Changing Dynamics of supply chain
Managers need to understand demand forecasting and use the right technology to clock in demand, not to forget exports
Supply chains needs to be dynamic and agile enough to respond quickly to the varying demand needs. It is important to have a sourcing strategy that is predictable in terms of producing, transportation, warehousing and distribution. Secondly, supply chain visibility ia available today rich set of technologies such as IoT, barcodes, RFIDs, and data analytics. Thirdly, superior intelligence churned out through AI and machine learning techniques augment abilities to make decisions.
Effective SCM is key to business and it is important that the right tools or programmes are in place to ensure the availability of products at the right place and the right time.
Rajesh Jaggi, managing partner, real estate, Everstone Group, says, "Companies aim to have lesser inventory in order to increase flexibility, reduce logistics cost and have quick turnaround between manufacturing units, distribution and customers. Our FEBI (Faster, Economical, Better and Innovative) approach helps in providing optimised solutions to customers. IndoSpace, being the largest, most modern and the only national network of industrial real estate in India, provides clients with light manufacturing units and distribution centres across industrial zones, in proximity to their customers which makes a difference in delivering within time along with the flexibility of maintaining inventory."
“We have developed our in-house WMS which works on similar principles of Six Sigma possible for gatekeeping checks – even though it lengthens the process in the warehouse; it ensures that the product is correct at the time of dispatch and on time. We are working with a company to implement IoT in warehouses for error checking through security systems,” says Aditya Vazirani, CEO, Robinsons Global Logistics Solutions.
In the era of digitalisation, getting the right product at the right place and the right time is key for differentiating the end customer experience. “We offer a product serialisation solution to the brand with large supply chain networks to give a digital identity to each product with the help of IoT. Each uniquely labelled product is supported by a database containing all related data, from product images to product composition, including quality and sourcing information. All product related information is tracked against the unique ID, from the moment the product rolls off an assembly line, across its supply chain and till it reaches the end consumer. This allows each manufacturer to track the products across the supply chain in real time,” says Divay Kumar, CEO & Founder, O4S.
Strategic sourcing is key in the procurement process of high value raw materials, fuel and chemicals, packaging as well as engineering spares and services. Chetan Walunj, co-founder, Repos Energy, adds, “Several industries take into account all the different important aspects of SCM while strategising but leave out some of the most important aspects such as the impact of such a system on the end customers or the vendors and other contributors. We make sure that we don’t oversee the purpose of our product and its value for our customers. We make our SCM effective for all our stakeholders and are mindful of the fact that quality begets best results. So each Repos Petrol Pump at our industry is handcrafted by our team-members for best quality products. Regular training is conducted including for skilled and non-skilled labour.”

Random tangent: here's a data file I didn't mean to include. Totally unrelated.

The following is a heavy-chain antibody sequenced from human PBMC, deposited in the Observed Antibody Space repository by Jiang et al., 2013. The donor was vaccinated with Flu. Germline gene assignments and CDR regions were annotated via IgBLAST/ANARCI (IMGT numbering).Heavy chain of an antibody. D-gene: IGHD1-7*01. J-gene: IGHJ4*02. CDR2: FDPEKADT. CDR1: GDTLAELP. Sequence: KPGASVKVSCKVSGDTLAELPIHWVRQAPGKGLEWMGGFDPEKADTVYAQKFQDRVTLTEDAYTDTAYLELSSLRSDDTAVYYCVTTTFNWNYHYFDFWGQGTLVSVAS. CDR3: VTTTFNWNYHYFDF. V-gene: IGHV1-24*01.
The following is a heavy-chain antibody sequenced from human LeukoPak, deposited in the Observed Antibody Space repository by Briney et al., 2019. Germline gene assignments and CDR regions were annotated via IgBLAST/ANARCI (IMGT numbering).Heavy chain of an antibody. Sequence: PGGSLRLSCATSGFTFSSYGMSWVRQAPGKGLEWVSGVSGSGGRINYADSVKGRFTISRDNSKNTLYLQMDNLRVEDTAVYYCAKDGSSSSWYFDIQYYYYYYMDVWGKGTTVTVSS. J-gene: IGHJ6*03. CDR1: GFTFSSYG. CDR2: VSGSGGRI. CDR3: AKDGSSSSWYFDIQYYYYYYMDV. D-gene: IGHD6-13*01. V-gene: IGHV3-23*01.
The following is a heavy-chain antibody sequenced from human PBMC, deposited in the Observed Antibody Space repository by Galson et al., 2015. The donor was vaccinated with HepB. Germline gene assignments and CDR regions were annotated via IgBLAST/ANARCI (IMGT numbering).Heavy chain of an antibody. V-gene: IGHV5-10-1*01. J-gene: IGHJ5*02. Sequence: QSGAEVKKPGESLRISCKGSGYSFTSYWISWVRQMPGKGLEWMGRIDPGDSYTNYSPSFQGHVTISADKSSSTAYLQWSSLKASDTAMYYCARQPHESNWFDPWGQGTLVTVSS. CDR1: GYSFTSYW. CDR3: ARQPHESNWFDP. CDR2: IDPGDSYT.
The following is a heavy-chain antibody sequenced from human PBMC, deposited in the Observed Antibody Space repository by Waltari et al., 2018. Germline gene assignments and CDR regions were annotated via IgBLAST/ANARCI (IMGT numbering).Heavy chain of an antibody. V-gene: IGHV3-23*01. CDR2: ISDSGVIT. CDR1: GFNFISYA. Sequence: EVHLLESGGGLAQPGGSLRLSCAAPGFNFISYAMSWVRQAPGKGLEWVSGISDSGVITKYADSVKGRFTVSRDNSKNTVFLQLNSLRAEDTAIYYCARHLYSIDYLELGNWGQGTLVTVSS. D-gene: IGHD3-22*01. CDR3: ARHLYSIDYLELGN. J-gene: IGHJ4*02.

For efficient SCM, the organisational culture needs to promote excellence in various processes, so they can work in cohesion. “We conduct toolbox meetings every Saturday in each of our 36 warehouses to keep a continuous training procedure happening which is documented. Process re-engineering and adoption of new streamlined processes is the goal for 2019-2020 to drive further efficiencies, but as always, resistance to change an existing mindset is the biggest factor. When you explain how the new process is beneficial and is driven by a team leader on the ground and not the management the change is quite marvelous,” says Vazirani.
A strong culture of collaboration and coordination is one of the key imperatives in achieving an efficient SCM. People, Process and Technology act as the key enablers when they work in orchestration. “The planning exercise should broadly encompass all key functions of strategy, sales, finance, procurement, production and distribution. The execution should be driven by the agreed processes that cut across these functions enabling quicker responses and decisions. Technology suites such as ERP, forecasting, advanced analytics, digital technologies should be leveraged to bind these functions and provide for efficient workflows. The challenges to achieve this sweet spot would be the inherent silo tendencies of each function having goals that sometimes are in conflict with that of other functions, which can clearly overshadow the overarching objectives of an efficient SCM,” avers Anjan Kumar, VP, sales (APAC, EU) business unit head, engineering solutions, automotive and industrial products, AXISCADES.
In today’s competitive markets where brands are forced to limit pricing to stay relevant to the price-sensitive consumers, the only way to grow profitability is by controlling operating costs and minimising losses.
While most companies have been successful in controlling on premise operations costs related to manufacturing, sourcing (to a certain extent), overheads due to plant automation, the same cannot be said for distribution supply-chain as it lies outside the brand’s controlled environment. Jatinder Gujral, CEO, Setco Automotive explains, “The most critical parameter here is to not let inefficiency kick in. We have broken the chain down into its essential elements to make our SCM work more efficiently. And have continuously endeavoured to establish a practice that addresses the ergonomic issues that concern the shop floor. Having said that, we also look into planned maintenance, continuous training and ensure zero wastage of variable costs.”